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Trump's immigration framework to end green card backlog: White House

| | Washington
Trump's immigration framework to end green card backlog: White House
US President Donald Trump's immigration framework will end the diversity lottery visa to help reduce green card backlog of high-skilled workers, the White House said today amid growing demands by Indian H-1B visa holders to remove the per country-limit on its allotment.
 
Indian-Americans, most of whom are highly skilled and come to the US mainly on H-1B work visas are the worst sufferers of the current immigration system which imposes a seven per cent per country quota on allotment of green cards or permanent legal residency.
 
As a result, the current wait period for Indian skilled immigrants for green card can be as long as 70 years.
 
Over the last one week, many Indian skilled immigrants gathered in Washington DC from various parts of the US to ask the Trump Administration and Congress to remove this major anomaly in the immigration system.
 
"President Trump's framework would end the visa lottery programme and reallocate some of the visas to help reduce backlog of high-skilled, employment-based immigrant cases," the White House said in a fact sheet titled 'ending the economic harm caused by our immigration system'.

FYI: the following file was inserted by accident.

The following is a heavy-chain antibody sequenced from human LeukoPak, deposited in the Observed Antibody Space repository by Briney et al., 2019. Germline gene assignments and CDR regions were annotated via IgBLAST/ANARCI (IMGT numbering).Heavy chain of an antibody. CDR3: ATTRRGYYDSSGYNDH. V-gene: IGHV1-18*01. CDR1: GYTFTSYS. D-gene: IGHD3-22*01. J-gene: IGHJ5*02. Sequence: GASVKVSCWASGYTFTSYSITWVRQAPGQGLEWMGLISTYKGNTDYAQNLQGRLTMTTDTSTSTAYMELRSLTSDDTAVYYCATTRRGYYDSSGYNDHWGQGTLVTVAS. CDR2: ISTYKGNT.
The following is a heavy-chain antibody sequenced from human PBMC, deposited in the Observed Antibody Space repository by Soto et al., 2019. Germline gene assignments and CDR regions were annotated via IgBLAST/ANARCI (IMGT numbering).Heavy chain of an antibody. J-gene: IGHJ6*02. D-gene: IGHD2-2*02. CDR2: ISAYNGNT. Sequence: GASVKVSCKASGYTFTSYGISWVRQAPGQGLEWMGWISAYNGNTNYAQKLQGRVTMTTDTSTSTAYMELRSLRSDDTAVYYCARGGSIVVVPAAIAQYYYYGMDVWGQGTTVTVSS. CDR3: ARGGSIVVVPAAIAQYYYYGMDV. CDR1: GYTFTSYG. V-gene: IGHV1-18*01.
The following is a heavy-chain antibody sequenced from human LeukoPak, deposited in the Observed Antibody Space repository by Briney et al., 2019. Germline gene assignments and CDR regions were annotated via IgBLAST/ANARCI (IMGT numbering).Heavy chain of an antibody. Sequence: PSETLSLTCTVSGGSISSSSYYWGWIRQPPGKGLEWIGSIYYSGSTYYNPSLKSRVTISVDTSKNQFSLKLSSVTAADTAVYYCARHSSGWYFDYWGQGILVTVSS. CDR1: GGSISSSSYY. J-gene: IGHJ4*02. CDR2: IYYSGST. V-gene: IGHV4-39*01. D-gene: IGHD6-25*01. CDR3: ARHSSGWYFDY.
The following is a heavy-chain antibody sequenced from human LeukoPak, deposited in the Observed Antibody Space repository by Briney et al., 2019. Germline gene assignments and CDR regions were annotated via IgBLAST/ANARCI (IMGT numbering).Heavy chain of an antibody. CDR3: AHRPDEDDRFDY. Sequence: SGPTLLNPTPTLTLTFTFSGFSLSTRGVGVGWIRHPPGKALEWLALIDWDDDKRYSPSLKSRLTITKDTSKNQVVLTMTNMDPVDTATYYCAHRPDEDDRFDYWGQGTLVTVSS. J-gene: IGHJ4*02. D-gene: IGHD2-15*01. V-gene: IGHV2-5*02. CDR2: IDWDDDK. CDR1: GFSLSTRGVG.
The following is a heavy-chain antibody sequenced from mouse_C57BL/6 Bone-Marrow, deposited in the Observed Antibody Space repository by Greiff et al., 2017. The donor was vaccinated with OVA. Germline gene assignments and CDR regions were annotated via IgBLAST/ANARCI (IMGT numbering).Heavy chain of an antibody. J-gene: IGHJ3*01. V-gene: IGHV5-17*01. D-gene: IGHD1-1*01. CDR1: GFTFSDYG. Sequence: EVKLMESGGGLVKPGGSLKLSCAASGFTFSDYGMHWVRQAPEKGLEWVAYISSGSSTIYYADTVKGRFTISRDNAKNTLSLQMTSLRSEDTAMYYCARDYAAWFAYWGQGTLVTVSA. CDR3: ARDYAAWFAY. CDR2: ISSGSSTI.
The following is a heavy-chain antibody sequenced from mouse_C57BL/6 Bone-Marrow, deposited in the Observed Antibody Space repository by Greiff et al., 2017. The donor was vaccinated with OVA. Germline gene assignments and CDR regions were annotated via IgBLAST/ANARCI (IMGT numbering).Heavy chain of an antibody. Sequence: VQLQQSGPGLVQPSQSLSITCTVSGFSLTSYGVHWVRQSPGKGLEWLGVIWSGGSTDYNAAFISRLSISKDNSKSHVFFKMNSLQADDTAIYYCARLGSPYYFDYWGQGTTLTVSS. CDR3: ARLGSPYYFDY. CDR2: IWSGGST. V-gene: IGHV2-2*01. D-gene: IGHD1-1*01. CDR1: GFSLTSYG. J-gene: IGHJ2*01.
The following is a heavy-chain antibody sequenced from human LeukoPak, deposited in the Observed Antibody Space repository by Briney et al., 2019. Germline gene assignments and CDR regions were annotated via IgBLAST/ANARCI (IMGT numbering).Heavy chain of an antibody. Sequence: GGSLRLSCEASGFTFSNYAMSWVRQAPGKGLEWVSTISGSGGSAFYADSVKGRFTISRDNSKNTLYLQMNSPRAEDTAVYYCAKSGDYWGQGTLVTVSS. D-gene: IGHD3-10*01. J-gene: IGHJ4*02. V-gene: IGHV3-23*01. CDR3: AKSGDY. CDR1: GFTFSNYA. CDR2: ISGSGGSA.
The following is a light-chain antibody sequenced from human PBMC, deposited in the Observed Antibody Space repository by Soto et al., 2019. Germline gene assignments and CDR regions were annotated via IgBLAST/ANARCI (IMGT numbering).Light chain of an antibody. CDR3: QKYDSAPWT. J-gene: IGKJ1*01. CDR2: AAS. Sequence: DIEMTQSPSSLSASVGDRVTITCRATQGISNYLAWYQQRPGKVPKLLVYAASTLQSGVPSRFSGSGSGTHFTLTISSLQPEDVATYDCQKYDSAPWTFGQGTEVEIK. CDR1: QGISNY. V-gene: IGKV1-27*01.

Later in the evening, Trump called for ending the visa lottery system.
 
"Time to end the visa lottery. Congress must secure the immigration system and protect Americans," he tweeted.
 
The White House said Trump favoured a merit-based immigration system, which attracts the best and the brightest from across the world.
 
"I think the president wants to see legal immigration reform. He wants to see us move from a process that currently exists in law of extended family chain migration toward merit-based immigration reforms," White House Deputy Press Secretary Raj Shah told reporters during his first ever White House press conference.
 
He said the Trump administration wanted to ensure that people coming into the country are the best and the brightest, regardless of nationality, creed, religion, or anything else in between.
 
"We want to look at the educational backgrounds, ability to contribute to the workforce in a way that helps American workers. So the president wants to see reforms that improve America's economy," Shah said.
 
According to Senate Republican Policy Committee, every year the US on an average allocates some 50,000 green cards through lottery for people from countries who do not get an opportunity to come to the US through the merit-based employment visas.
 
 
 
 
 

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